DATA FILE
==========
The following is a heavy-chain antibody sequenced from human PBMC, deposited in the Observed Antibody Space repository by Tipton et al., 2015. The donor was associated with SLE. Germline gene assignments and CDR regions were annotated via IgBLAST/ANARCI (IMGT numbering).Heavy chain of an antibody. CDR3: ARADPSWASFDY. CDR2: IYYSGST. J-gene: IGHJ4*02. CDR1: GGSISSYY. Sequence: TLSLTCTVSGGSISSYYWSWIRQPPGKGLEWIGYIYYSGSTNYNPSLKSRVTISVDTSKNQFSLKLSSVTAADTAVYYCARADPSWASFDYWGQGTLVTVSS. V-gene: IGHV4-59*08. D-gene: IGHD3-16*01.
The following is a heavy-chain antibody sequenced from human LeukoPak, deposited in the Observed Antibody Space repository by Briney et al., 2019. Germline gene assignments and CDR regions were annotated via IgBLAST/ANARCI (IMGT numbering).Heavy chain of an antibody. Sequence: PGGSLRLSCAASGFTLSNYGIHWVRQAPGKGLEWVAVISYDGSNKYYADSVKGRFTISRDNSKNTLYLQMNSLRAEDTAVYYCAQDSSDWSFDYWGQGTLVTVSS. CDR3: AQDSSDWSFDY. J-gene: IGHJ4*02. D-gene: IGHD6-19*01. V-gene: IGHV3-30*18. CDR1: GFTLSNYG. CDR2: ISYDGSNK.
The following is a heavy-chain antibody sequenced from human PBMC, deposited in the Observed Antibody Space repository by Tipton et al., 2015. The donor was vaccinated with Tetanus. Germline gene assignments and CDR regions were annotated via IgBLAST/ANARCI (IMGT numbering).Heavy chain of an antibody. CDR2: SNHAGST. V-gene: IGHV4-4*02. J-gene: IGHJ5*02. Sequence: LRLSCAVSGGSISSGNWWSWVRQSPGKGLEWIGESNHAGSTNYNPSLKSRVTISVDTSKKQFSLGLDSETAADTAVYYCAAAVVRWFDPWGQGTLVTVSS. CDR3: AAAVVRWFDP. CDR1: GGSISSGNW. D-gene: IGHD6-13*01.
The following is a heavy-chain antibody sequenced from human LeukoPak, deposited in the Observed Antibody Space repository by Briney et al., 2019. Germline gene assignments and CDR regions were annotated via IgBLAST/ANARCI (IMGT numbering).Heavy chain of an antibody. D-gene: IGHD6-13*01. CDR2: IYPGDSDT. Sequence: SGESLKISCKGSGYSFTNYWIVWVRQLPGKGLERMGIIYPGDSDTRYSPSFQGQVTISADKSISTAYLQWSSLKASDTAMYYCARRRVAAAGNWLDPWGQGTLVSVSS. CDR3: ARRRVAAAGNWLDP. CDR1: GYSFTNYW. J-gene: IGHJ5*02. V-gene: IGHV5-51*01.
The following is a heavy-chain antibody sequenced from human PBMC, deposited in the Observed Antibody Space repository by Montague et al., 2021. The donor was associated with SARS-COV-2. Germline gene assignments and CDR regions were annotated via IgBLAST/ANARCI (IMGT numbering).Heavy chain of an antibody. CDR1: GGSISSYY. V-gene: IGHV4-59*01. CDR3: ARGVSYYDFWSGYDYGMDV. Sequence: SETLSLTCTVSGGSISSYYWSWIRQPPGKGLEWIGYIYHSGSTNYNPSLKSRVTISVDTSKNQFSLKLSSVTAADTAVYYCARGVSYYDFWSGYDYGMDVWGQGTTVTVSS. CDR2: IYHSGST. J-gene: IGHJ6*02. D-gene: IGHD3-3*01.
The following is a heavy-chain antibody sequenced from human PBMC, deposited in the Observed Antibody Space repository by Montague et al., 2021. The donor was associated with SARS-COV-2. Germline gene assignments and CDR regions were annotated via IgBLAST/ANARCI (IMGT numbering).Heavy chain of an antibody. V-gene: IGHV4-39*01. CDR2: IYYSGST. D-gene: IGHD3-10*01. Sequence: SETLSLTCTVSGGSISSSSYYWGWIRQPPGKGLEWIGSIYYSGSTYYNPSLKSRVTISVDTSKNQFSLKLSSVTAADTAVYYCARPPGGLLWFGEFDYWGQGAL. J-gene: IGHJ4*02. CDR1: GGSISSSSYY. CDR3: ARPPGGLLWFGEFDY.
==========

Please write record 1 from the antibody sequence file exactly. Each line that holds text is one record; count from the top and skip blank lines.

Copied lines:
The following is a heavy-chain antibody sequenced from human PBMC, deposited in the Observed Antibody Space repository by Tipton et al., 2015. The donor was associated with SLE. Germline gene assignments and CDR regions were annotated via IgBLAST/ANARCI (IMGT numbering).Heavy chain of an antibody. CDR3: ARADPSWASFDY. CDR2: IYYSGST. J-gene: IGHJ4*02. CDR1: GGSISSYY. Sequence: TLSLTCTVSGGSISSYYWSWIRQPPGKGLEWIGYIYYSGSTNYNPSLKSRVTISVDTSKNQFSLKLSSVTAADTAVYYCARADPSWASFDYWGQGTLVTVSS. V-gene: IGHV4-59*08. D-gene: IGHD3-16*01.